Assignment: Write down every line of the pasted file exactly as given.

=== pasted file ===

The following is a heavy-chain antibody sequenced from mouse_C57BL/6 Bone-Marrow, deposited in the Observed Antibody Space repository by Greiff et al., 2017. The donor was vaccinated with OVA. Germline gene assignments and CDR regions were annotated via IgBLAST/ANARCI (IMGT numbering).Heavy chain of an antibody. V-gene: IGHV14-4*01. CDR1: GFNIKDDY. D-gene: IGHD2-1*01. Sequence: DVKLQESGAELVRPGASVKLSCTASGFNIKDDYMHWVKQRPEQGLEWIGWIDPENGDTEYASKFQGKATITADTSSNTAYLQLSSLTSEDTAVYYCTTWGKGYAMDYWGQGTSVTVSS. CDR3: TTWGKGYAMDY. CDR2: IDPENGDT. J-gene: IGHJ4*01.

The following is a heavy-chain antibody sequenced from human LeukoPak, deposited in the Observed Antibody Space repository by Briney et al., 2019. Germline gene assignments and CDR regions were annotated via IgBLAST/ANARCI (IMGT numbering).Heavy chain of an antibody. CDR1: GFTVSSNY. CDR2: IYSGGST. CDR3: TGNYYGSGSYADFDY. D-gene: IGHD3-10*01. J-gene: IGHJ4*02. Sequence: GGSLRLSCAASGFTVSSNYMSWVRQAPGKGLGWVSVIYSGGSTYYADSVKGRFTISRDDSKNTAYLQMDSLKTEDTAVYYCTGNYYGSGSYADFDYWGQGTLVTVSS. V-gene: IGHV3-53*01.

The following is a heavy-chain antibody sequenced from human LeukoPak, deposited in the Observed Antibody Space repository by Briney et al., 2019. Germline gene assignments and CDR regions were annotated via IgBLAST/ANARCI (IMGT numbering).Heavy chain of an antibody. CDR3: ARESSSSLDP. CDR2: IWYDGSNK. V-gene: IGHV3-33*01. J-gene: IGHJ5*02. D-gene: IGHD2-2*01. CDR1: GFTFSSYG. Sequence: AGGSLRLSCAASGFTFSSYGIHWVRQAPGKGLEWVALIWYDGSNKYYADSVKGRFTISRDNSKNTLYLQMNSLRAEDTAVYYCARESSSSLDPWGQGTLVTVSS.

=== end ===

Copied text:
The following is a heavy-chain antibody sequenced from mouse_C57BL/6 Bone-Marrow, deposited in the Observed Antibody Space repository by Greiff et al., 2017. The donor was vaccinated with OVA. Germline gene assignments and CDR regions were annotated via IgBLAST/ANARCI (IMGT numbering).Heavy chain of an antibody. V-gene: IGHV14-4*01. CDR1: GFNIKDDY. D-gene: IGHD2-1*01. Sequence: DVKLQESGAELVRPGASVKLSCTASGFNIKDDYMHWVKQRPEQGLEWIGWIDPENGDTEYASKFQGKATITADTSSNTAYLQLSSLTSEDTAVYYCTTWGKGYAMDYWGQGTSVTVSS. CDR3: TTWGKGYAMDY. CDR2: IDPENGDT. J-gene: IGHJ4*01.

The following is a heavy-chain antibody sequenced from human LeukoPak, deposited in the Observed Antibody Space repository by Briney et al., 2019. Germline gene assignments and CDR regions were annotated via IgBLAST/ANARCI (IMGT numbering).Heavy chain of an antibody. CDR1: GFTVSSNY. CDR2: IYSGGST. CDR3: TGNYYGSGSYADFDY. D-gene: IGHD3-10*01. J-gene: IGHJ4*02. Sequence: GGSLRLSCAASGFTVSSNYMSWVRQAPGKGLGWVSVIYSGGSTYYADSVKGRFTISRDDSKNTAYLQMDSLKTEDTAVYYCTGNYYGSGSYADFDYWGQGTLVTVSS. V-gene: IGHV3-53*01.

The following is a heavy-chain antibody sequenced from human LeukoPak, deposited in the Observed Antibody Space repository by Briney et al., 2019. Germline gene assignments and CDR regions were annotated via IgBLAST/ANARCI (IMGT numbering).Heavy chain of an antibody. CDR3: ARESSSSLDP. CDR2: IWYDGSNK. V-gene: IGHV3-33*01. J-gene: IGHJ5*02. D-gene: IGHD2-2*01. CDR1: GFTFSSYG. Sequence: AGGSLRLSCAASGFTFSSYGIHWVRQAPGKGLEWVALIWYDGSNKYYADSVKGRFTISRDNSKNTLYLQMNSLRAEDTAVYYCARESSSSLDPWGQGTLVTVSS.